Chevrolet Aveo 1.2 LS
List price when new £9995
Price today £3800
Available from 2011-2015
The Chevrolet Aveo looks the part, plus it has price and equipment on its side, but is it cheap enough to win?
Skoda Fabia 1.4 MPI SE
List price when new £11,995
Price today £4500
Available from 2007-2014
Can you have your cake and eat it too? You can with the spare change left over from buying this Skoda Fabia.
Suzuki Swift 1.2 SZ2
List price when new £11,130
Price today £4000
Available from 2010-2017
The Suzuki Swift proves you can have fun on a shoestring, and splits its rivals on price.
Price today is based on a 2012 model with average mileage and full service history, correct at time of writing
Value is the name of the game with these used small cars. All of them offer a practical boot and seating for five, but more importantly, all are cheap both to buy and to run. That was the case when they were new, and it still is now, so we’ve brought them together once more to find out which one still cuts it as the best bargain basement hatchback.
The Chevrolet Aveo has made an effort to stand out from the pack through some interesting design features. The disguised rear door handles and motorbike-inspired instrument cluster in front of the driver are nice touches: the black plastic around the front and rear lights, however, might not be to everyone's taste.
The Skoda Fabia has always traded on being the great value as a new purchase, and it seems to be an idea which has stuck with the buying public. So much so, that when people go out to look for a bargain, many might automatically think Skoda. But this extra demand has perhaps affected used prices, as the Fabia is now the most expensive car here. Is the overall package good enough to justify this extra cost?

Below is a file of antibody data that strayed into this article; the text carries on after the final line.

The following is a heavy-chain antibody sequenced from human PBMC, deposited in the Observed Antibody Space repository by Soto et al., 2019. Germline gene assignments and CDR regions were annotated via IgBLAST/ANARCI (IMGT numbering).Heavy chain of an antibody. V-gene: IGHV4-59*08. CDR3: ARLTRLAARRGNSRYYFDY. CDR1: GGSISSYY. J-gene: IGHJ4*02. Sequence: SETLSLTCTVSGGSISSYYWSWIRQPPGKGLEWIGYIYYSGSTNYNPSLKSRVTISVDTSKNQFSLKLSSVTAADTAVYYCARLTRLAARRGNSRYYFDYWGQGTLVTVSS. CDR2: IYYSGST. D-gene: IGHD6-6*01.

If you fancy a swift one, then this Suzuki Swift might appeal. True, in terms of outright performance, it doesn’t quite have the legs on the best. But it is temptingly good fun to drive, and on price it falls neatly between its rivals here.
All three have now lost a considerable chunk of their originally low purchase price, so for those seeking to get the most for their money, which one offers the best deal?
What are they like to drive?
The Swift is the most powerful car here, but you do still need to rev its engine hard to get the best from it. That makes it great fun when you’re in the mood, but tiresome when you’re not. To make matters worse, the Swift is noisy; engine and road noise disturb the peace whatever your speed.
The Fabia pulls strongly from lower down in the rev range, and that makes it easier and more relaxing to drive. It’s as nippy as the Swift when you need it to be, but is quiet by comparison.
Around town the Aveo is nippy enough, but it struggles on faster roads. Keeping pace with traffic on the motorway, for example, often means changing down a gear and putting down your foot. It’s also quite noisy.
The Fabia’s suspension strikes the best balance between comfort and control. It mops up potholes and speed humps with ease, and there isn’t too much body roll through the corners. The steering is light and precise, too.
The Aveo is geared towards comfort, so although its suspension irons out bumpy surfaces well, it allows the Aveo to roll around too much on bendy roads. The steering also disappoints; it’s heavy at low speeds and inconsistently weighted at higher speeds.
If it’s thrills you’re after the Swift will appeal. It’s the most agile of the three, with sharp steering and tight body control. The ride isn’t as supple as the other two cars’ because of this, though.
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